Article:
Rush Limbaugh Delivers Marching Orders To Texas Dittoheads

Rush Limbaugh Delivers Marching Orders To Texas Dittoheads
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What do Sanjaya Malakar and Hillary Clinton have in common? More than an astounding penchant for sounding shrill and one-note, apparently.

With the news Monday that Rush Limbaugh is telling his Texas listeners to take advantage of the open primary rules in their state by voting for Hillary, he has essentially taken on the Howard Stern role in keeping the vocally-challenged teenager alive on American Idol.

While Stern presumably sought to undermine the legitimacy of the Idol phenomenon, Limbaugh hopes to slow that of Barack Obama and give the Republican party the perceived advantage gained from a drawn-out summer slugfest on the Democratic side.

"I think we all agree that if Sen. Obama wins Texas and Ohio, it's over," said David Hardt, Dallas resident and DNC superdelegate, agreeing that if the nomination process lasts through to the convention, it will "tear our party apart."

"There's sort of a rush to finish this," said Sue Lovell, Houston resident and fellow superdeleagte to Hardt, emphasizing that no party members she has spoken with "want it to come down to where a smaller group of people cast their vote" and decide the outcome so late in the game.

But are Texas Republicans following suit? In all matters Texas and conservative, I consult two proud, Ft. Worth-residing right-wingers who happen to call me their offspring.

"I would be ashamed to go in and ask for a Democratic ticket," said Mary Nelson, my mother of 28 years.

(For the record, I live in Los Angeles and voted for Obama on Super Tuesday. Let's just say her and I differ on a few things from time to time.)

My father - Gary Nelson - was a bit more strategic in his thinking, agreeing with Limbaugh's assessment and admitting to me that he had chalked one up for Hillary in the early voting round.

"What is in the best interest of a Republican candidate," he asked. "By voting for Hillary, you only lose the ability to influence a tight Republican primary race."

Despite the Dallas Morning News' perplexing re-endorsement of Huckabee on Monday, a close race clearly does not exist for Sen. McCain.

I began to think that all of the grassroots organizational kudos were lavished on Obama's campaign too quickly. I must admit, this political hack-a-Shaq is quite the savvy manipulation of the system: put the worst shooter at the line and extend the game as long as possible.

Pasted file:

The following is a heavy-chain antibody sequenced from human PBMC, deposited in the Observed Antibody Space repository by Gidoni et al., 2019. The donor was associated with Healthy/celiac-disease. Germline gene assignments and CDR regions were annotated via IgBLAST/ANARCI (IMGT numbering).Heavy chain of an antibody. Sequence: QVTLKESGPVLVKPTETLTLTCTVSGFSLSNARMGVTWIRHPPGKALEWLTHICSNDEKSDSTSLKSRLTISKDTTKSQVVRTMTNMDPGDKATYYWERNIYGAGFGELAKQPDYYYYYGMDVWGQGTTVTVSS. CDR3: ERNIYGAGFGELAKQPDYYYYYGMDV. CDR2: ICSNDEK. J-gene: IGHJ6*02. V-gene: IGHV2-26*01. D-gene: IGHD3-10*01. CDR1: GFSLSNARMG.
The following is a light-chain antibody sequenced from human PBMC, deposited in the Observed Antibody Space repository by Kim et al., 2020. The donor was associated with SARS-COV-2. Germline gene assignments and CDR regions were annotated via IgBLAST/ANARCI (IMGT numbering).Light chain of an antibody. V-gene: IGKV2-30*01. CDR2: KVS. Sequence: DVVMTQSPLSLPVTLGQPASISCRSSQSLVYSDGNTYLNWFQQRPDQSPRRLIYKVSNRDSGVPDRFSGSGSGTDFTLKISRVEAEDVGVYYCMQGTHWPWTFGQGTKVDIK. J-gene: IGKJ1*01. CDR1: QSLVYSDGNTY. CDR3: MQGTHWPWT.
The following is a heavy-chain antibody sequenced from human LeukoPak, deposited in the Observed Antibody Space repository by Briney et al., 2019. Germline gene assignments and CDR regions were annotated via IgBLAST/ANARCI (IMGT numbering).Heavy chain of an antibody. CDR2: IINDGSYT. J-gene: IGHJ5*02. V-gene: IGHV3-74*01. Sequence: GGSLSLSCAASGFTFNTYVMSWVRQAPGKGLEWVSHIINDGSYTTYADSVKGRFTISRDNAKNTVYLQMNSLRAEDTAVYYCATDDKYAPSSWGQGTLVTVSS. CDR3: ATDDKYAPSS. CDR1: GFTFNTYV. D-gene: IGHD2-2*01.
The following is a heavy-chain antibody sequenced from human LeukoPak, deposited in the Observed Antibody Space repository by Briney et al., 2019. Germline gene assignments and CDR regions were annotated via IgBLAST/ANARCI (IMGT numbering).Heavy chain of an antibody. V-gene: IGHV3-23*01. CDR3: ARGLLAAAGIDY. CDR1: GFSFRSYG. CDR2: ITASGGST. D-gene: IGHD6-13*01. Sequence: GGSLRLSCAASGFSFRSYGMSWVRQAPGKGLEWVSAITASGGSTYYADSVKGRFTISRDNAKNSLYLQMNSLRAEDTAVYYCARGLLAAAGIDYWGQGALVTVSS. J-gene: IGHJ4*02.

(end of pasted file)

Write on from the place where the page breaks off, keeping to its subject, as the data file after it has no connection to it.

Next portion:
Not only is Hillary waging a sloppy and divisive campaign, her relentless attacks on Obama are starting to show some chinks in his hope-encrusted armor that McCain can easily tuck away and exploit at all the right times, according to both of the elder Nelsons.

They both cited attacks on his lack of foriegn policy experience, and the recent flap over his senior economic advisor's reassuring wink-wink to the Canaidan government on Obama's anti-NAFTA debate rhetoric as examples of her pouncing while McCain prods and smiles.

A golfing buddy of my father's also took the Hillary route to keep the Democrats squabbling while McCain quietly fundraises and waits in the wings. A friend of the family in Houston did the same. Who knows how many more Limbaugh swayed.

Gary told me that the line for the Democratic ballots was about 10 times as long as the Republican one. He couldn't discern how many were Republican double-agents, but it is worth noting that Tarrant County is historically one of the reddest counties in the entire nation.

It may all be moot though, as both of my parents see a dead heat among white voters based on local media coverage, leaving it up to the African-American and Hispanic turnouts to decide who gets the majority of the pledged delegates.

Given that, it makes sense that my family has received no phone calls or flyers for either candidate in the predominantly white, middle-class, right-wing neighborhood where they live.

Obama has, however, bought one full-page ad per day for the past five days in the Ft. Worth Star Telegram, detailing his policies on energy, health care, special interests, veteran care issues, and the economy.

If all else fails, he can always blow a call into Stern, belt out "I Will Survive," and hope for the worst.

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